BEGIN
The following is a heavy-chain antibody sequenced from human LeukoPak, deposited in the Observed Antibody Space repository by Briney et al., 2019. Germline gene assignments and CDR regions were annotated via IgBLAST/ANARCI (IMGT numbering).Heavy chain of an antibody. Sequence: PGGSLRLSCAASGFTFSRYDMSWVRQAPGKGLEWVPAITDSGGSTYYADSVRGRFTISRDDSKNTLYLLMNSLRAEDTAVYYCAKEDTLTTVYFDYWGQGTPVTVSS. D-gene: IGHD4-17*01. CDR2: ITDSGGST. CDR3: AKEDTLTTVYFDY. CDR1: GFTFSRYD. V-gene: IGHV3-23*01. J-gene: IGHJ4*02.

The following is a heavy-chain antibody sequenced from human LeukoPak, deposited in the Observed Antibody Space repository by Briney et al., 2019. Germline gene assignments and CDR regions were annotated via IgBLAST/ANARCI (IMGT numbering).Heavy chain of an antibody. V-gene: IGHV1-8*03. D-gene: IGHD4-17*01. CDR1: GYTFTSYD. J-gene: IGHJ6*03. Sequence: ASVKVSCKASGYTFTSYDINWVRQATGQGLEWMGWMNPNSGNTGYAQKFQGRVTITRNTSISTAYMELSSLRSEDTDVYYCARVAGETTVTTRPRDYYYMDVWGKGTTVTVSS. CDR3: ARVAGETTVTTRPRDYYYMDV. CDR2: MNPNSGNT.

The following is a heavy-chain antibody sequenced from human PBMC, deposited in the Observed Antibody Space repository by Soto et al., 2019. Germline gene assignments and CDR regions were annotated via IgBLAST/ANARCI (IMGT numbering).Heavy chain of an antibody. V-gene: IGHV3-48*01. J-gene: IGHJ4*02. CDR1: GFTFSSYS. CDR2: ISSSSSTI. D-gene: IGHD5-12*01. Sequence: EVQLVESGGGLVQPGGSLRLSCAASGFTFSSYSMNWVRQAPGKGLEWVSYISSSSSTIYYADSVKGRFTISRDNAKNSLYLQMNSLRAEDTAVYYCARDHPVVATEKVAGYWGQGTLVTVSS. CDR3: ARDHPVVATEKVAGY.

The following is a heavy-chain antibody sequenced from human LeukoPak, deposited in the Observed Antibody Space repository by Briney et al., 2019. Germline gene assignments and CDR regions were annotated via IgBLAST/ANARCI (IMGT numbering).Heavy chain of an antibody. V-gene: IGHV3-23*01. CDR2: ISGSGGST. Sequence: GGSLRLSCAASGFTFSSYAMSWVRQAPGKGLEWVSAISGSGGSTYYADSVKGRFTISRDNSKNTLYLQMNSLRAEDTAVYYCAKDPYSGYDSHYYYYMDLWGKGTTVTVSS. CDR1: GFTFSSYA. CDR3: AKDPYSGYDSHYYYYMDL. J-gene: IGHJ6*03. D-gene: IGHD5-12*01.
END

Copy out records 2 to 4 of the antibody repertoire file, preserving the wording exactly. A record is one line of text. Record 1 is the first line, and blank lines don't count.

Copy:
The following is a heavy-chain antibody sequenced from human LeukoPak, deposited in the Observed Antibody Space repository by Briney et al., 2019. Germline gene assignments and CDR regions were annotated via IgBLAST/ANARCI (IMGT numbering).Heavy chain of an antibody. V-gene: IGHV1-8*03. D-gene: IGHD4-17*01. CDR1: GYTFTSYD. J-gene: IGHJ6*03. Sequence: ASVKVSCKASGYTFTSYDINWVRQATGQGLEWMGWMNPNSGNTGYAQKFQGRVTITRNTSISTAYMELSSLRSEDTDVYYCARVAGETTVTTRPRDYYYMDVWGKGTTVTVSS. CDR3: ARVAGETTVTTRPRDYYYMDV. CDR2: MNPNSGNT.

The following is a heavy-chain antibody sequenced from human PBMC, deposited in the Observed Antibody Space repository by Soto et al., 2019. Germline gene assignments and CDR regions were annotated via IgBLAST/ANARCI (IMGT numbering).Heavy chain of an antibody. V-gene: IGHV3-48*01. J-gene: IGHJ4*02. CDR1: GFTFSSYS. CDR2: ISSSSSTI. D-gene: IGHD5-12*01. Sequence: EVQLVESGGGLVQPGGSLRLSCAASGFTFSSYSMNWVRQAPGKGLEWVSYISSSSSTIYYADSVKGRFTISRDNAKNSLYLQMNSLRAEDTAVYYCARDHPVVATEKVAGYWGQGTLVTVSS. CDR3: ARDHPVVATEKVAGY.

The following is a heavy-chain antibody sequenced from human LeukoPak, deposited in the Observed Antibody Space repository by Briney et al., 2019. Germline gene assignments and CDR regions were annotated via IgBLAST/ANARCI (IMGT numbering).Heavy chain of an antibody. V-gene: IGHV3-23*01. CDR2: ISGSGGST. Sequence: GGSLRLSCAASGFTFSSYAMSWVRQAPGKGLEWVSAISGSGGSTYYADSVKGRFTISRDNSKNTLYLQMNSLRAEDTAVYYCAKDPYSGYDSHYYYYMDLWGKGTTVTVSS. CDR1: GFTFSSYA. CDR3: AKDPYSGYDSHYYYYMDL. J-gene: IGHJ6*03. D-gene: IGHD5-12*01.